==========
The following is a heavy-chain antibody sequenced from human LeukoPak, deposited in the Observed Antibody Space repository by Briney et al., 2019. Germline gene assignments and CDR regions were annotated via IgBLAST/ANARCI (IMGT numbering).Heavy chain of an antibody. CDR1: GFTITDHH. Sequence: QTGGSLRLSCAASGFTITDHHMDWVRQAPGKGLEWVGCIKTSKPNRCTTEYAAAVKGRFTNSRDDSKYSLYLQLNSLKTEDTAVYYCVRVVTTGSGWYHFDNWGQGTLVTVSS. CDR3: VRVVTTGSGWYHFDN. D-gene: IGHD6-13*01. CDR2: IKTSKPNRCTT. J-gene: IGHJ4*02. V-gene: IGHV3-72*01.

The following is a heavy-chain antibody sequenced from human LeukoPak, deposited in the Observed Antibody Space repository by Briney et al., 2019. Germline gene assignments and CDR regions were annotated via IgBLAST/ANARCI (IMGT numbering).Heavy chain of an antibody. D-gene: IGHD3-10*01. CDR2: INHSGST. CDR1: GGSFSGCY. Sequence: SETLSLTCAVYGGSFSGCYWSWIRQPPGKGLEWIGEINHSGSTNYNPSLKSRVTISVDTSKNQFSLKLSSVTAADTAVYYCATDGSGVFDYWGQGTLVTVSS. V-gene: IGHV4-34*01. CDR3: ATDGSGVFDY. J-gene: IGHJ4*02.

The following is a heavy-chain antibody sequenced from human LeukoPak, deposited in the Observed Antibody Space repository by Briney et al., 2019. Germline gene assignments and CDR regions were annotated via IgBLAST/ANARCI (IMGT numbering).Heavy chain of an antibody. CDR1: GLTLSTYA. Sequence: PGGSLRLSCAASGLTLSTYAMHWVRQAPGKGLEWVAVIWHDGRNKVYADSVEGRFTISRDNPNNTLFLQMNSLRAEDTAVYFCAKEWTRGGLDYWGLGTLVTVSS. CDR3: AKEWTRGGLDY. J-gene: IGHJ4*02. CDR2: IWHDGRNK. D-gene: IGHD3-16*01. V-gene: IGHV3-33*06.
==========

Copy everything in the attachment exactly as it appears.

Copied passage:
The following is a heavy-chain antibody sequenced from human LeukoPak, deposited in the Observed Antibody Space repository by Briney et al., 2019. Germline gene assignments and CDR regions were annotated via IgBLAST/ANARCI (IMGT numbering).Heavy chain of an antibody. CDR1: GFTITDHH. Sequence: QTGGSLRLSCAASGFTITDHHMDWVRQAPGKGLEWVGCIKTSKPNRCTTEYAAAVKGRFTNSRDDSKYSLYLQLNSLKTEDTAVYYCVRVVTTGSGWYHFDNWGQGTLVTVSS. CDR3: VRVVTTGSGWYHFDN. D-gene: IGHD6-13*01. CDR2: IKTSKPNRCTT. J-gene: IGHJ4*02. V-gene: IGHV3-72*01.

The following is a heavy-chain antibody sequenced from human LeukoPak, deposited in the Observed Antibody Space repository by Briney et al., 2019. Germline gene assignments and CDR regions were annotated via IgBLAST/ANARCI (IMGT numbering).Heavy chain of an antibody. D-gene: IGHD3-10*01. CDR2: INHSGST. CDR1: GGSFSGCY. Sequence: SETLSLTCAVYGGSFSGCYWSWIRQPPGKGLEWIGEINHSGSTNYNPSLKSRVTISVDTSKNQFSLKLSSVTAADTAVYYCATDGSGVFDYWGQGTLVTVSS. V-gene: IGHV4-34*01. CDR3: ATDGSGVFDY. J-gene: IGHJ4*02.

The following is a heavy-chain antibody sequenced from human LeukoPak, deposited in the Observed Antibody Space repository by Briney et al., 2019. Germline gene assignments and CDR regions were annotated via IgBLAST/ANARCI (IMGT numbering).Heavy chain of an antibody. CDR1: GLTLSTYA. Sequence: PGGSLRLSCAASGLTLSTYAMHWVRQAPGKGLEWVAVIWHDGRNKVYADSVEGRFTISRDNPNNTLFLQMNSLRAEDTAVYFCAKEWTRGGLDYWGLGTLVTVSS. CDR3: AKEWTRGGLDY. J-gene: IGHJ4*02. CDR2: IWHDGRNK. D-gene: IGHD3-16*01. V-gene: IGHV3-33*06.